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The Tuesday Discussion: One Reason Why They’re Winning

August 10, 2021


This week we posed the following to our writers:

The Yankees are now doing great. What do you think is the one biggest factor in the Yankees success since the All-Star break?

Here are their responses:


Paul Semendinger – I know this is much too simplistic, but Anthony Rizzo.

One player is not the difference, it’s been a lot of things, but, what has Anthony Rizzo brought?

He’s brought a left-handed bat who is a legitimate threat to get a hit and/or to hit the ball out of the park.

Rizzo is also an “unconventional” Yankees-type hitter in that he’s not a three-true-outcome guy. He actually chokes up when he gets two strikes. He’s a hitter’s hitter. The Yankees needed this type of balance in addition to the all-righty approach.

Anthony Rizzo plays great defense and saves bad throws from becoming bigger problems. He makes errors into outs. The Yankees haven’t seen that at first base for ages.

Rizzo has brought energy and life and, most of all, the experience of being a winner which I have written about and which cannot be ignored. Winners win. Again that sounds simplistic, and much too easy, but there is truth to that. Guys who have won championships know what it’s like to win championships. They bring a different approach. They know what it takes. There was a time when part of the Yankees’ formula was to find guys who won and add them to the mix. They got away from that. (Quick Quiz – How many current Yankees have a World Series ring?”) Rizzo brings that element to the team. That can’t be overlooked.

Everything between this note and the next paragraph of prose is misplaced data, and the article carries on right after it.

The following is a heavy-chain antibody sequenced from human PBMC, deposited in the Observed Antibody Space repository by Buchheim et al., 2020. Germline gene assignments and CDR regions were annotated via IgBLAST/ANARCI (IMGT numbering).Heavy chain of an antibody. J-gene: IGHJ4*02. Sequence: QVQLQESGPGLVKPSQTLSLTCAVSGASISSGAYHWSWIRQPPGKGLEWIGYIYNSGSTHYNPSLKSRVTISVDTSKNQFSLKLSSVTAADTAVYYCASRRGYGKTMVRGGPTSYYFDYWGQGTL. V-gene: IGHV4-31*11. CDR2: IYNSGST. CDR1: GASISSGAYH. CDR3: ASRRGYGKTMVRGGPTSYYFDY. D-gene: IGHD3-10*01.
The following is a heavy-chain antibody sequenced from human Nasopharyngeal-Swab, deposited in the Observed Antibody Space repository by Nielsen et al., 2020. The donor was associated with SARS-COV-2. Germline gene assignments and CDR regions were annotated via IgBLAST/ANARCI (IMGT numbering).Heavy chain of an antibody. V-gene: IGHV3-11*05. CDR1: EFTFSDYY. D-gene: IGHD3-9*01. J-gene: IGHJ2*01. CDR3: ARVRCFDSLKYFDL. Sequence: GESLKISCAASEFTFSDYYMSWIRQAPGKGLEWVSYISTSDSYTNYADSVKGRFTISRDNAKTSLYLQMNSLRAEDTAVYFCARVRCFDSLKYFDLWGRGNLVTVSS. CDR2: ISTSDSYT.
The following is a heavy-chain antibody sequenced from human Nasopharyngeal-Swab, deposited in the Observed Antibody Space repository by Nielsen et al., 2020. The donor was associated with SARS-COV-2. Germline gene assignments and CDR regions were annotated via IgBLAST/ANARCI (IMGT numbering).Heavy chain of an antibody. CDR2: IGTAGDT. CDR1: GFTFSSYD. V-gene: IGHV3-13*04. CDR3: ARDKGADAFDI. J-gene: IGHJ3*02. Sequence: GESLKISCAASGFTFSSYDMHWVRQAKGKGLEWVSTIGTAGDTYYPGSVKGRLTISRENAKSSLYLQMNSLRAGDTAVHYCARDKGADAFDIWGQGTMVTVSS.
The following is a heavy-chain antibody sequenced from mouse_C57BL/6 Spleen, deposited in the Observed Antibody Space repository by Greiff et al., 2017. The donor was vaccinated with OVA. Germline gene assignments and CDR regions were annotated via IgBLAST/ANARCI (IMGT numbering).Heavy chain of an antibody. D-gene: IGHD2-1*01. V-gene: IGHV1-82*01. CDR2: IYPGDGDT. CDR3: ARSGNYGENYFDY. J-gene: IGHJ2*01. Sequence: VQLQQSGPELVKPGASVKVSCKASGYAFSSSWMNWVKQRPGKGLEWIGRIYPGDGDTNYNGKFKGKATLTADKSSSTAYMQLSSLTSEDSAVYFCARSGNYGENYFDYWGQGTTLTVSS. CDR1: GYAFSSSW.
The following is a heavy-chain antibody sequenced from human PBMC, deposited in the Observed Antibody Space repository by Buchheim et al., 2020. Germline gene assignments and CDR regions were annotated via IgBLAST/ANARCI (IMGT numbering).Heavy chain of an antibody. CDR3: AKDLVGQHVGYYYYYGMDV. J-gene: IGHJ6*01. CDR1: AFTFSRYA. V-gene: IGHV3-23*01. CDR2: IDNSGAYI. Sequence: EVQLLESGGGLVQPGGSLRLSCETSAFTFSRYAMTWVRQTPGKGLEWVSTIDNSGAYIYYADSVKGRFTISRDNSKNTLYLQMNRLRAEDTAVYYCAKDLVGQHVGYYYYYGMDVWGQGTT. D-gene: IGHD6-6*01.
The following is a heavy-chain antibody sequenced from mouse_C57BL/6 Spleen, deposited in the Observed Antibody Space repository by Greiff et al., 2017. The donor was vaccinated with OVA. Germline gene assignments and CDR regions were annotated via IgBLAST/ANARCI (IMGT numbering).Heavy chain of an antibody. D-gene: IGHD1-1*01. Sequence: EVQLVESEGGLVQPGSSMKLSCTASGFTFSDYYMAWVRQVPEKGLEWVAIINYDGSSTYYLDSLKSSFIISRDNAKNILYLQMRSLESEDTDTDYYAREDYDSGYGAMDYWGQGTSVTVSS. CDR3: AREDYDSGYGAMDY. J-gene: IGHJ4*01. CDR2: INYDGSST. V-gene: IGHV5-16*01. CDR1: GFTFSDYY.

(Maybe one day I’ll do a series on the rosters of each World Series team and how many previous rings they won. It wasn’t just Babe Ruth who brought winning to the Yankees in 1921-1923. There were a host of championship former Red Sox on those teams. Then, think about those 1970s teams… it wasn’t just Reggie, it was Catfish, Paul Blair, Ken Holtzman, and others who had been winners. In the 1990s, David Cone, Jimmy Key, and Paul O’Neill are three players who come quickly to mind.. This is an element that is often forgotten when building a team. It shouldn’t be. Winners tend to win where ever they go. )

Anthony Rizzo has been a difference maker in many ways.

No, he’s not THE reason, but he’s a big reason why the Yankees are now winning for these reasons.


Cary Greene – Since the July 13th All-Star break, the Yankees have come out with both barrels blazing and the team is 15-7! That’s .682 baseball folks, a notion or goal that only a month ago seemed unthinkable. But here we are! – As I said all along that we could be!!